Planning for a new hospital in Surrey will get underway soon, Health Minister Adrian Dix announced recently.
It is long overdue.
The Surrey area – including White Rock and North Delta – is the most underserved in the province, when it comes to acute-care treatment. Anyone who doubts that needs to spend some time at the Surrey Memorial Hospital emergency department, which has long been the busiest in B.C. Although a new and much-expanded ER has improved things somewhat, and a separate area for children has proven a welcome innovation, it is still a challenging place to visit if you are sick.
Technically, SMH is the only acute care hospital in Surrey. However, there are at least four others that are impacted significantly by the city’s continued growth in population. Peace Arch Hospital – located in White Rock right on the border – serves a significant portion of the Surrey population. More and more Surrey residents have been visiting its ER as an alternative to SMH.
Langley Memorial serves a significant number of Surrey residents, primarily from Clayton and Cloverdale. Delta Hospital, although smaller than most in the region, attracts some patients from the Surrey area.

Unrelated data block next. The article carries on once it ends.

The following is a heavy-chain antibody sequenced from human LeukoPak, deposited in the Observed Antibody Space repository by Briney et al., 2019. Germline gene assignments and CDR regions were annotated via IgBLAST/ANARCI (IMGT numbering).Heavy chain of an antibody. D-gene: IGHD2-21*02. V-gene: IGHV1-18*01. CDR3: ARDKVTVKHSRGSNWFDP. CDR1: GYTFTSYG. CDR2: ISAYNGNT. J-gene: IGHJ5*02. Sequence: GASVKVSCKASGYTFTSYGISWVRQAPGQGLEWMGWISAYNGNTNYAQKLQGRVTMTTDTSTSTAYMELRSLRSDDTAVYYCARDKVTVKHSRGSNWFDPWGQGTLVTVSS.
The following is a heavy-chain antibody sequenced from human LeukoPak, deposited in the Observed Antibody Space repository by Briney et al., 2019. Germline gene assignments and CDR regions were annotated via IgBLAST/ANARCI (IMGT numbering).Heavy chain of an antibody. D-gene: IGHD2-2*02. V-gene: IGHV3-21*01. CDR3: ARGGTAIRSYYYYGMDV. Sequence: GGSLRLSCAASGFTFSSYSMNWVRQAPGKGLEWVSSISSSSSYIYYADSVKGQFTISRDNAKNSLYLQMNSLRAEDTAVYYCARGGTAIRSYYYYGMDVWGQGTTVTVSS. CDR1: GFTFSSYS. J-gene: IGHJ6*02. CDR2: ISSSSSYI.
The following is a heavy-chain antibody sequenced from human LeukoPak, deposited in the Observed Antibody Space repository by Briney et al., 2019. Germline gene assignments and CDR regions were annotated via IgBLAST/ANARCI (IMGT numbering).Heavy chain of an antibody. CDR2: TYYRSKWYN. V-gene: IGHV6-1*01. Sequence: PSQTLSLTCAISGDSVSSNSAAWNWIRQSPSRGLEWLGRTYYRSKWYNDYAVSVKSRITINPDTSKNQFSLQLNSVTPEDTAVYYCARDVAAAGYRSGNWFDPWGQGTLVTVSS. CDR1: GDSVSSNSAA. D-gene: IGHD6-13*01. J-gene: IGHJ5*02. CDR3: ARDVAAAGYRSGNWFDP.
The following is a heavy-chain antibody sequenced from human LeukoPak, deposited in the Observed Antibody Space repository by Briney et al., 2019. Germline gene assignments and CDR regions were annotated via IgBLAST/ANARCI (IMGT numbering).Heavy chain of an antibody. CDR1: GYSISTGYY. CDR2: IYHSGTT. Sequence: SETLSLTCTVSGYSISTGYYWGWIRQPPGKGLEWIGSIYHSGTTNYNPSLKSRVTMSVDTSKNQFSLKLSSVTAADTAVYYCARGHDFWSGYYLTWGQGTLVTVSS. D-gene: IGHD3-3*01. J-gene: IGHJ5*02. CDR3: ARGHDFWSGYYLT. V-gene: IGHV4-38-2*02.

Royal Columbian in New Westminster handles a lot of Surrey patients – both in providing more advanced surgery and care than is available in Surrey, but also in terms of proximity.
Surrey has more than 500,000 residents. For years, politicians at the provincial and local levels have campaigned on the importance of providing more health services, but improvements have been slow to come. The Jim Pattison outpatient centre has taken pressure off nearby SMH, a cancer clinic at SMH has been a real godsend for cancer patients from the area, and SMH has undergone numerous expansion projects in the past 25 years.
However, the needs have always outstripped any improvements made. In essence, health-care providers are always playing catch-up.
In addition to the lack of planning for an additional hospital (until the announcement was made), Fraser Health and the province have been highly negligent in selling off a site earmarked for another hospital at 152 Street and Highway 10, and failing to put in specific programs to attract more family doctors to Surrey.
Dix noted that 90,000 residents in Surrey do not have family doctors. That is close to 20 per cent of the population. When they are sick, they go to clinics or the ER. If they choose the latter, this adds to the congestion.
Dix said $3 million will be spent for concept planning for a new hospital, a process that should be completed within a year. However, it is likely there will not be a new hospital in place for six to 10 years. Given that the site that could have been used is now a shopping centre, finding a new one will likely be part of the delay.
Whatever site is chosen, it needs to be somewhere central, not in North Surrey or South Surrey. The populations in Newton, Panorama, Fleetwood and Cloverdale are growing fast and the need for acute-care services is great.
Frank Bucholtz writes Fridays for the Now-Leader.